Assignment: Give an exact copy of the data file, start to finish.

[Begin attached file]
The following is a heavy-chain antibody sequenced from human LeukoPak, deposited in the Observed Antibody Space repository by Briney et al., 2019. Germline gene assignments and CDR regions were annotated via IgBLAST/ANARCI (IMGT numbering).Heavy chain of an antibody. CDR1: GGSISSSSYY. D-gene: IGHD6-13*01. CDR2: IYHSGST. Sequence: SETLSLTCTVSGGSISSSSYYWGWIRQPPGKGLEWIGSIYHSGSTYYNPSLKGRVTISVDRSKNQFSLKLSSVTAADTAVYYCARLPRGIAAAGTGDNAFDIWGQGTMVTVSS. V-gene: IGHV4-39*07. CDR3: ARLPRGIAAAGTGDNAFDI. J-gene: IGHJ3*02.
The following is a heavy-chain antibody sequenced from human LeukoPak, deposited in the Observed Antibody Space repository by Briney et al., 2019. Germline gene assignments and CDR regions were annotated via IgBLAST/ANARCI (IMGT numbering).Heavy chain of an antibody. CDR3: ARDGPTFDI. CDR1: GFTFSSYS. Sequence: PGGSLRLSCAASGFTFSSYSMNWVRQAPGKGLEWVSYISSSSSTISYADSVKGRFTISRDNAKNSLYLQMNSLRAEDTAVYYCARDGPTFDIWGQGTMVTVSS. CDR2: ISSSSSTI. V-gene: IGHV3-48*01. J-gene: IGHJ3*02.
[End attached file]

The following is a heavy-chain antibody sequenced from human LeukoPak, deposited in the Observed Antibody Space repository by Briney et al., 2019. Germline gene assignments and CDR regions were annotated via IgBLAST/ANARCI (IMGT numbering).Heavy chain of an antibody. CDR1: GGSISSSSYY. D-gene: IGHD6-13*01. CDR2: IYHSGST. Sequence: SETLSLTCTVSGGSISSSSYYWGWIRQPPGKGLEWIGSIYHSGSTYYNPSLKGRVTISVDRSKNQFSLKLSSVTAADTAVYYCARLPRGIAAAGTGDNAFDIWGQGTMVTVSS. V-gene: IGHV4-39*07. CDR3: ARLPRGIAAAGTGDNAFDI. J-gene: IGHJ3*02.
The following is a heavy-chain antibody sequenced from human LeukoPak, deposited in the Observed Antibody Space repository by Briney et al., 2019. Germline gene assignments and CDR regions were annotated via IgBLAST/ANARCI (IMGT numbering).Heavy chain of an antibody. CDR3: ARDGPTFDI. CDR1: GFTFSSYS. Sequence: PGGSLRLSCAASGFTFSSYSMNWVRQAPGKGLEWVSYISSSSSTISYADSVKGRFTISRDNAKNSLYLQMNSLRAEDTAVYYCARDGPTFDIWGQGTMVTVSS. CDR2: ISSSSSTI. V-gene: IGHV3-48*01. J-gene: IGHJ3*02.